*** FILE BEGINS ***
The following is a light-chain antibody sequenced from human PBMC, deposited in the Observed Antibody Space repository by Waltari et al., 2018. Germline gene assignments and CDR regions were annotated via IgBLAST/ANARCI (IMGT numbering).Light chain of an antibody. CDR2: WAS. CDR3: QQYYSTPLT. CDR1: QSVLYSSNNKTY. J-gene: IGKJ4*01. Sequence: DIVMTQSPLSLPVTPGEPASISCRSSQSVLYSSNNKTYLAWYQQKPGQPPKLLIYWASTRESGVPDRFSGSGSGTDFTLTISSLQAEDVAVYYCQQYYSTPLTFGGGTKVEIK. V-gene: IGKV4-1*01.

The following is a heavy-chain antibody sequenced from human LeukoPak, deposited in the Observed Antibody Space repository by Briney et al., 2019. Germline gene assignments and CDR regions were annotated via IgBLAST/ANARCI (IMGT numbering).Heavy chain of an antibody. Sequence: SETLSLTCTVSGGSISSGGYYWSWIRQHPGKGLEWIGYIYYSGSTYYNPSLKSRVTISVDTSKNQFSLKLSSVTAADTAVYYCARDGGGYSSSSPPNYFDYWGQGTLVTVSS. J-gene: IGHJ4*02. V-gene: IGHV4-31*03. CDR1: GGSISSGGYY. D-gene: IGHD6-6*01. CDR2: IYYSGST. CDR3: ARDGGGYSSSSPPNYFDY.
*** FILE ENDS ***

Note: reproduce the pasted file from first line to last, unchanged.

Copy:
The following is a light-chain antibody sequenced from human PBMC, deposited in the Observed Antibody Space repository by Waltari et al., 2018. Germline gene assignments and CDR regions were annotated via IgBLAST/ANARCI (IMGT numbering).Light chain of an antibody. CDR2: WAS. CDR3: QQYYSTPLT. CDR1: QSVLYSSNNKTY. J-gene: IGKJ4*01. Sequence: DIVMTQSPLSLPVTPGEPASISCRSSQSVLYSSNNKTYLAWYQQKPGQPPKLLIYWASTRESGVPDRFSGSGSGTDFTLTISSLQAEDVAVYYCQQYYSTPLTFGGGTKVEIK. V-gene: IGKV4-1*01.

The following is a heavy-chain antibody sequenced from human LeukoPak, deposited in the Observed Antibody Space repository by Briney et al., 2019. Germline gene assignments and CDR regions were annotated via IgBLAST/ANARCI (IMGT numbering).Heavy chain of an antibody. Sequence: SETLSLTCTVSGGSISSGGYYWSWIRQHPGKGLEWIGYIYYSGSTYYNPSLKSRVTISVDTSKNQFSLKLSSVTAADTAVYYCARDGGGYSSSSPPNYFDYWGQGTLVTVSS. J-gene: IGHJ4*02. V-gene: IGHV4-31*03. CDR1: GGSISSGGYY. D-gene: IGHD6-6*01. CDR2: IYYSGST. CDR3: ARDGGGYSSSSPPNYFDY.